So how do you ensure it’s not a fad? ‘Hindsight’ jokes Tim. He explains his own approach, ‘For while no one knows for sure, you need to be aware of history. Understand that trends happen in cycles. You can see trends building up, then you need to look back and see what’s going to last and what’s going to be cyclical– to explain it in another way, it’s ultimately the difference between fashion and style.’

Has the current global landscape had an impact?

‘Yes – people have had more time to stare at the stuff that they own! That means they start to see the problems with it, which then leads to opportunities for design’ describes Tim.

'family in lounge room

As a result of the pandemic, Tim believes ‘consumers are becoming more intentional.’ Something that could play a big role in how we buy and what products we use moving forward.

Tim sketching designs

Consumer needs are obviously crucial to what you do – how do you ensure you put them first?

‘When I was at Dyson, they would put you in the call centre for two weeks to listen to all the issues and problems so that you could identify the problem’ Tim recounts.

That experience stayed with him and he adopted his own similar approach when he started at Schneider by ‘registering at TAFE for one day a week with the first year electricians to learn about the issues’ and get firsthand knowledge of who he was creating products for.

This methodology of hands-on customer research is carried into everything Tim does – his design philosophy, process and how he designs. He believes ‘everyone in the business should be spending time on a job site with people/customers/clients.’

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Describe your design philosophy.

‘Empathetic and customer-focused’ says Tim. ‘And, at Schneider Electric, we have a clear message of what design is for us – design is to devise courses of action aimed at changing existing situations into preferred ones

‘Design can be many things, but at its heart it is about creating things that help solve people’s problems – otherwise it’s art’ he explains. ‘The constraints make it design, achieving a price point is a challenge that makes it design. Free form is art as it’s an expression of yourself and your ideas.’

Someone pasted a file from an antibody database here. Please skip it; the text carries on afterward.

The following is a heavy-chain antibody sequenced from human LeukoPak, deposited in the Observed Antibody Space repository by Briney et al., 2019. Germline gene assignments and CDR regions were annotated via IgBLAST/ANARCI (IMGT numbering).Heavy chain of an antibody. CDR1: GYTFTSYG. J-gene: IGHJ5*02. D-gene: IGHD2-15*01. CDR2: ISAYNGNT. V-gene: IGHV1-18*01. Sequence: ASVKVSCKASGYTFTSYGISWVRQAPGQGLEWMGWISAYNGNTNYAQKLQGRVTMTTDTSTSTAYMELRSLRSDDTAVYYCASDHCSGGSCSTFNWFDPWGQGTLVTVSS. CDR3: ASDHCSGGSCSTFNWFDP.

‘Not everyone involved in design is a designer, but you always need a designer as they’re the one who can see it end-to-end and sit at the intersection to ensure the customer gets what they want.’

‘We’ve had a narrow view of what design is in Australia but there’s a push now to see the broader view – Schneider is part of that by investing in design, here in Australia, to make sure the product is localised and addressing the needs of the Australian market.’

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How do you continue to be innovative?

‘Innovation can be getting new patents, new systems, new intellectual property – it ultimately depends what innovation means to you’ advises Tim.

To Tim, ‘it’s not a formal process – it can be a little change that just makes someone’s life better. My favourite industrial designer, Achille Castiglioni designed the little switch that goes on the lamp cord. It may not seem that big but people now use it every day. It improved the situation.’

Tim explains, ‘a subtle change can actually make a tremendous difference for people’ – and that’s what he loves most about design.

Interested in more?

We also chatted to Tim about innovating at Schneider in part 2 of this series.